The Farm, a small community on Buckwalter Parkway, is designated as a flood zone C – a moderate to low-risk area. It is, however, adjacent to zone A – a Special Flood Hazard Area by the National Flood Insurance Program (NFIP).
That land that runs up against the May River.
Although a few miles from the river, Farm homeowner Erinn McGuire experienced flooding in her house, but nowhere near the amount of damage that many of her neighbors had.
As Hurricane Matthew stormed through Bluffton on Oct. 8, “The water levels around my house in The Farm surpassed the foundation,” McGuire said. “The water started seeping in the master bedroom and spread throughout the house. We started sopping up water immediately with towels and a wet vac.”
Daylight brought a larger dose of reality. “It wasn’t until daylight that I fully realized how high the water was around my house,” McGuire said. “We didn’t open the doors for fear of water rushing in. Finally, at about 9 a.m., we had to take the dogs out. When I opened the door, a fish swam by and into the black-eyed Susans. Out in the roadway, the water was knee-deep.”
McGuire said she doesn’t have flood insurance and her homeowner’s policy does not cover flood damage. Because it was a named storm, that also meant she would have to pay a higher deductible – 5 percent of her home’s value – something she said would be difficult to do.
“I used to have flood insurance, but it’s not mandatory for my homeowner’s insurance, so I let it lapse a few years ago,” McGuire said. “I am in the process of applying to FEMA for assistance.” She has no idea how much compensation she might get, if any.
“Honestly, I will probably just end up eating my losses and call it a life lesson,” she said.
State Farm insurance agent John Mallett was working in Charleston County in 1989.
“I worked on Hugo in McClellanville and that was 25 miles inland,” Mallett said. “They got 25 feet of water.
Mallett said the choice to buy flood insurance is up to the individual, if the insurance is not required by the mortgage lender.
For many, “It’s more about peace of mind,” Mallett said. “You want to take care of that exposure but you don’t necessarily need first dollar coverage. You want to make sure if you’re wiped out you get some assistance.”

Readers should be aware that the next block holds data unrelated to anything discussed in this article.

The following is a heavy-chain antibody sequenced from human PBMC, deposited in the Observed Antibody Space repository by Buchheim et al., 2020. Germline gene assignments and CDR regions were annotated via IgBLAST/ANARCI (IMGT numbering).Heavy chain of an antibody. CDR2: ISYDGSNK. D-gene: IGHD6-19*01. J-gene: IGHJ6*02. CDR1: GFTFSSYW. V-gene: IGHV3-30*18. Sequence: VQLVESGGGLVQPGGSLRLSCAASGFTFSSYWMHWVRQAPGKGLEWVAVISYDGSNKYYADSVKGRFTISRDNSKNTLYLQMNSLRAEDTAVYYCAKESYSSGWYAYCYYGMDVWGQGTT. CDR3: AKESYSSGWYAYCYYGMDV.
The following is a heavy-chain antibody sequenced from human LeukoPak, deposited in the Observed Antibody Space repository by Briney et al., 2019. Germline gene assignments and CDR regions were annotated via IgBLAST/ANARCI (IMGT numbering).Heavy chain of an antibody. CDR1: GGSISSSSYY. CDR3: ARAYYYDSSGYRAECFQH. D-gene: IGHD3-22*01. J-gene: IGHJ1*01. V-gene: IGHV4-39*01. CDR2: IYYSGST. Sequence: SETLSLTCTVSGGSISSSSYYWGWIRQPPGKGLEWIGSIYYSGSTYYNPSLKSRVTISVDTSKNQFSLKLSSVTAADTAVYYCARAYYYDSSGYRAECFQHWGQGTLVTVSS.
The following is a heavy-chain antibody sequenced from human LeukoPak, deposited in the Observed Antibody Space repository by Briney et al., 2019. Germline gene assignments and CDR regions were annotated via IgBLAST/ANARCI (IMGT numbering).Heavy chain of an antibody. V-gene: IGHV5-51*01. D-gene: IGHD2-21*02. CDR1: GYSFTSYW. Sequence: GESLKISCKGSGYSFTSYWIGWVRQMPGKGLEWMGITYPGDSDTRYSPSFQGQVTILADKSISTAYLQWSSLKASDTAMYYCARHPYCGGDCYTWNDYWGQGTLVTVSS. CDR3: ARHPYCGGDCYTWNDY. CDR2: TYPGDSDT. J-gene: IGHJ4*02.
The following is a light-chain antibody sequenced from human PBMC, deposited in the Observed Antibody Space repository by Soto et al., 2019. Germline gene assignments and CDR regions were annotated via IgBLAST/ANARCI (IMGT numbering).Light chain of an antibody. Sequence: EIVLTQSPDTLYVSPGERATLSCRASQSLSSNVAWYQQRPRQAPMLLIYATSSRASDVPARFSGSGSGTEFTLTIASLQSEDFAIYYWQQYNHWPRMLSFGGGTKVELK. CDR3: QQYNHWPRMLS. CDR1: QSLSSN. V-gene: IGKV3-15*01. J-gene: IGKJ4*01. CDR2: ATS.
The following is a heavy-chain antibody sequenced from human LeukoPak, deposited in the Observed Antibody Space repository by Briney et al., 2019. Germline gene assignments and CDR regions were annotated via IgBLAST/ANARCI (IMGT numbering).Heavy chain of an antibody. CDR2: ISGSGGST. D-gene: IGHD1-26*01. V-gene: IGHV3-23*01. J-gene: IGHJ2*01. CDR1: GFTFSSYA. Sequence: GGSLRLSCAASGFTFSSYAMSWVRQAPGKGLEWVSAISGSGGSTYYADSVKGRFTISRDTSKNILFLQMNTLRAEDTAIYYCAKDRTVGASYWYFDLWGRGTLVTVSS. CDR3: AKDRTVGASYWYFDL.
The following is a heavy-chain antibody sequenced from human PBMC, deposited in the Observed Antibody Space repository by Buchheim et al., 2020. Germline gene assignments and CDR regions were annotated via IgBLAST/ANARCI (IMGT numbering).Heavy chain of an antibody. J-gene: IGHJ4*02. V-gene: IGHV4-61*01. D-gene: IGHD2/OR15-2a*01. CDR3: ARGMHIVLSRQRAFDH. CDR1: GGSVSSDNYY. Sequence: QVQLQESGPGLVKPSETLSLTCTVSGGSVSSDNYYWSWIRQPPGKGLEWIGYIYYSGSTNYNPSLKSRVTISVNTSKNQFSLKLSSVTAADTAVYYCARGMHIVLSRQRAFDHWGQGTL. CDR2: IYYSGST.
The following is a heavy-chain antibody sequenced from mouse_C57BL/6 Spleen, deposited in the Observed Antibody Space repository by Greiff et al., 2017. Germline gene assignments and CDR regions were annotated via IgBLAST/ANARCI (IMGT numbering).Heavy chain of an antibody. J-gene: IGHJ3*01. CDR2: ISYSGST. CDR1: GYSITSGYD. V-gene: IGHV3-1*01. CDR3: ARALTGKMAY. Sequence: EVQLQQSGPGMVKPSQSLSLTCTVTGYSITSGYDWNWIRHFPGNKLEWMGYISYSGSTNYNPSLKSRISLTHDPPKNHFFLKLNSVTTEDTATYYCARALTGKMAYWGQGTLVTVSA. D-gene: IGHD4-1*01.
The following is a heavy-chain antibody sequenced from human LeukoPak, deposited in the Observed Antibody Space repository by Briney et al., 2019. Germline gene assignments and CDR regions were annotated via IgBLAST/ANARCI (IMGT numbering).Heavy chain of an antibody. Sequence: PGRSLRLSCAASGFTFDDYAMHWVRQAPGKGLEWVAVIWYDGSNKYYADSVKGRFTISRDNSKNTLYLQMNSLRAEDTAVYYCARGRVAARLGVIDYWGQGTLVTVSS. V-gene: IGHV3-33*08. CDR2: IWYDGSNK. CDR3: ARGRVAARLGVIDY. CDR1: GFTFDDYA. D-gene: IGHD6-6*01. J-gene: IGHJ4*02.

The way the law is written, mortgage companies are responsible for determining if a property is in a flood zone and if it is in a numbered A zone, they require the mortgagor to buy flood insurance, Mallett added.
Bluffton town Councilman Harry Lutz is a managing partner with Harbor Light Insurance and Wealth Management. Since Matthew hit, he has seen a lot of people reviewing their insurance coverage and reconsidering flood insurance.
“When you purchase a homeowners policy, the coverages are to protect the value of the home from fire, burglary, vandalism, hail. You can also get earthquake coverage and flood coverage,” Lutz said. “Most people have mortgages and the mortgage companies are going to require the homeowner get adequate coverage. You want to make sure the house is insured for replacement value – what it would cost to rebuild the home from the ground up if something happens.”
Lutz said that is different from how the home is valued for tax purposes or for a home loan.
“As a society, we try to get the best value we can on anything we buy. A lot of times we sacrifice the quality of the purchase we’re making and just looking at the dollars,” Lutz said. “What people are saying now is ‘I didn’t realize I had a 5 percent deductible’ and ‘I didn’t realize my policy didn’t cover flood insurance.'”
Both insurance agents said people are re-examining the coverage they have.
“They’re looking at improving what they have or get rid of the higher deductibles they weren’t aware they had,” said Lutz.
To be confident one has the proper amount of coverage without going overboard, Mallet said insurance policy holders need to review their coverage with their agent at least every two years.
And nothing is too small to record when it comes to documenting what you possess.
“Photo document everything in your house. It’s nothing these days to go room by room and take your phone and document stuff. It’s not really for an insurance inspector but it’s for you,” Mallett said. “After a catastrophic disaster, you’re traumatized. Recording includes everything from underwear and canned goods to family heirlooms. Bare everything and photograph it and don’t just keep it on your phone. Store it somewhere, not in the house. It’s for you so you can remember what you have.”
Gwyneth J. Saunders is a veteran journalist and freelance writer living in Bluffton.